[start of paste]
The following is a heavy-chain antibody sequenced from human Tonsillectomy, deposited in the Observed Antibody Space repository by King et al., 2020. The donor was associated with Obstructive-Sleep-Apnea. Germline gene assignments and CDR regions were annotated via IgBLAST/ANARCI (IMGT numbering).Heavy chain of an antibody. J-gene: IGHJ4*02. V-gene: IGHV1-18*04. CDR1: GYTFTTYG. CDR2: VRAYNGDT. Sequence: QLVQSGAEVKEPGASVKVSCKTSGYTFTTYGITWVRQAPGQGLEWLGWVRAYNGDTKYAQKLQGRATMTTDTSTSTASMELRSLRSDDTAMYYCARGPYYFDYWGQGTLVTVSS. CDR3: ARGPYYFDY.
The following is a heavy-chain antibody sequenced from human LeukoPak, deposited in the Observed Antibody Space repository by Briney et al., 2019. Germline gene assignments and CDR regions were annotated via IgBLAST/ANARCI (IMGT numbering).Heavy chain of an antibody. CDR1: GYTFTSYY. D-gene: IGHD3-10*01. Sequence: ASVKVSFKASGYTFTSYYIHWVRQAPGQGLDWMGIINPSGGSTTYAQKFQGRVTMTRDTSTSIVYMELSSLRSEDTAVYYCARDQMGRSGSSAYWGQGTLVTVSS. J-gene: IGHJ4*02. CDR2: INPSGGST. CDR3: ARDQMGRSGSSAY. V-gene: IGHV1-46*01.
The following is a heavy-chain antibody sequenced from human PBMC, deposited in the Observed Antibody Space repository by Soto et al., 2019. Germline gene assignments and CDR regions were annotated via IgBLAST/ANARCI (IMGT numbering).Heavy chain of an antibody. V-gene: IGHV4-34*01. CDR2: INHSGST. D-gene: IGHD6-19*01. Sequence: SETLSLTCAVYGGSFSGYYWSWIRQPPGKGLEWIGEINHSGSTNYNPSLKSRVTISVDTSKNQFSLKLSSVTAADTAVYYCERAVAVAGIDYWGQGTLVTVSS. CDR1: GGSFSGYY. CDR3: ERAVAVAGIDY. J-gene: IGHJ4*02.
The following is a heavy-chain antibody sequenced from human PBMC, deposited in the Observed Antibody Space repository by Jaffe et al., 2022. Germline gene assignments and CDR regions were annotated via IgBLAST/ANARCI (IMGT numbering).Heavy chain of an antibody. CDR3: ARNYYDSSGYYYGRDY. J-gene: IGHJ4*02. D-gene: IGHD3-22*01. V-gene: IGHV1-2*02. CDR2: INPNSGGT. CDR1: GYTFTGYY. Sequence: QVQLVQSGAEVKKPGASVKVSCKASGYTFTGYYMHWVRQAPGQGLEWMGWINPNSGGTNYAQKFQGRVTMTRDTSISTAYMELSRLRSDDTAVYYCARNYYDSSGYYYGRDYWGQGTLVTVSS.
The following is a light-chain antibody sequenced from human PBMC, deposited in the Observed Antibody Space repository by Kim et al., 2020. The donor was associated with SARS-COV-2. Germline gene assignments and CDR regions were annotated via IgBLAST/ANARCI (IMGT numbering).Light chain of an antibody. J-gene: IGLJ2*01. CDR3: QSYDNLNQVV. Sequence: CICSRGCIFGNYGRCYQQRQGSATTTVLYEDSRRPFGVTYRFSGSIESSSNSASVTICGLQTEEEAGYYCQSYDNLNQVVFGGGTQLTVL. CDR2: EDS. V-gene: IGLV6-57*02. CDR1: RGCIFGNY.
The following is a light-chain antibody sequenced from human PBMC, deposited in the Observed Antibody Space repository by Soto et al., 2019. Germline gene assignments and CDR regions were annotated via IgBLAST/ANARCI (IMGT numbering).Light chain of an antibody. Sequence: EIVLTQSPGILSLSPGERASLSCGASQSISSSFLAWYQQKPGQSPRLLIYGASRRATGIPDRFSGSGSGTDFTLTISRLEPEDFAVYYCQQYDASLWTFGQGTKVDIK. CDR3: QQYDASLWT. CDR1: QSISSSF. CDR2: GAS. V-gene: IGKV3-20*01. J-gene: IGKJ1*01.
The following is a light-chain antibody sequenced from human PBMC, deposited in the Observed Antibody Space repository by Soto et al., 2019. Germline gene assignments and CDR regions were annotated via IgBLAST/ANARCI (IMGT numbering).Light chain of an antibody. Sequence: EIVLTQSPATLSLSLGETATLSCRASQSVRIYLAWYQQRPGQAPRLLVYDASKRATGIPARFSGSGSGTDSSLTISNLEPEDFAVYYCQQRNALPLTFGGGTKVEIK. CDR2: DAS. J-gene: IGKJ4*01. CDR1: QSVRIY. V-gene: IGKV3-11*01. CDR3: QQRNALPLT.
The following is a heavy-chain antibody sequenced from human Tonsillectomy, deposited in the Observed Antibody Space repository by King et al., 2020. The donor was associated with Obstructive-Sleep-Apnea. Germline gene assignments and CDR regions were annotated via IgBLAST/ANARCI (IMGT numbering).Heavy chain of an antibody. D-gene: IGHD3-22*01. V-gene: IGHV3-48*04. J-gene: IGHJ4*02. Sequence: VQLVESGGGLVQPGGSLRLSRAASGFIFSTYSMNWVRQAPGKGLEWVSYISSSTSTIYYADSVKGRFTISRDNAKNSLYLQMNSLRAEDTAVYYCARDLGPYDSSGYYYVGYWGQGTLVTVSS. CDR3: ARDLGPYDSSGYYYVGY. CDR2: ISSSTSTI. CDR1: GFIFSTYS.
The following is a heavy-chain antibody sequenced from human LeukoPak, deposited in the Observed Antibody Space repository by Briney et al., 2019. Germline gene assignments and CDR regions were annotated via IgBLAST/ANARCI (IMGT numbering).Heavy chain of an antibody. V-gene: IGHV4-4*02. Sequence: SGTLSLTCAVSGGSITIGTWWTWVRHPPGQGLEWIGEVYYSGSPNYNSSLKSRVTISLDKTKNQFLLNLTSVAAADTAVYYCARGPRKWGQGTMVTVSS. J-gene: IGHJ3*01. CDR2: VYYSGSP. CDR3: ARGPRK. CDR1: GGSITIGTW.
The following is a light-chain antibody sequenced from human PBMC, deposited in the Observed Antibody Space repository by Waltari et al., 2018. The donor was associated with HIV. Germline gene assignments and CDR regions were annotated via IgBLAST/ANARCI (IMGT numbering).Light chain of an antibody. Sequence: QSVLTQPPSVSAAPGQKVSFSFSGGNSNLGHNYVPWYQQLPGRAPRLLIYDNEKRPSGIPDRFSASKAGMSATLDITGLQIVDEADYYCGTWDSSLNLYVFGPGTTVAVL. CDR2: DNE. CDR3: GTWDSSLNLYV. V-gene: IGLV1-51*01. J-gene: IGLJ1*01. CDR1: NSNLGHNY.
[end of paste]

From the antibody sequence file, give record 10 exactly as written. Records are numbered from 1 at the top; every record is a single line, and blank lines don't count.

The following is a light-chain antibody sequenced from human PBMC, deposited in the Observed Antibody Space repository by Waltari et al., 2018. The donor was associated with HIV. Germline gene assignments and CDR regions were annotated via IgBLAST/ANARCI (IMGT numbering).Light chain of an antibody. Sequence: QSVLTQPPSVSAAPGQKVSFSFSGGNSNLGHNYVPWYQQLPGRAPRLLIYDNEKRPSGIPDRFSASKAGMSATLDITGLQIVDEADYYCGTWDSSLNLYVFGPGTTVAVL. CDR2: DNE. CDR3: GTWDSSLNLYV. V-gene: IGLV1-51*01. J-gene: IGLJ1*01. CDR1: NSNLGHNY.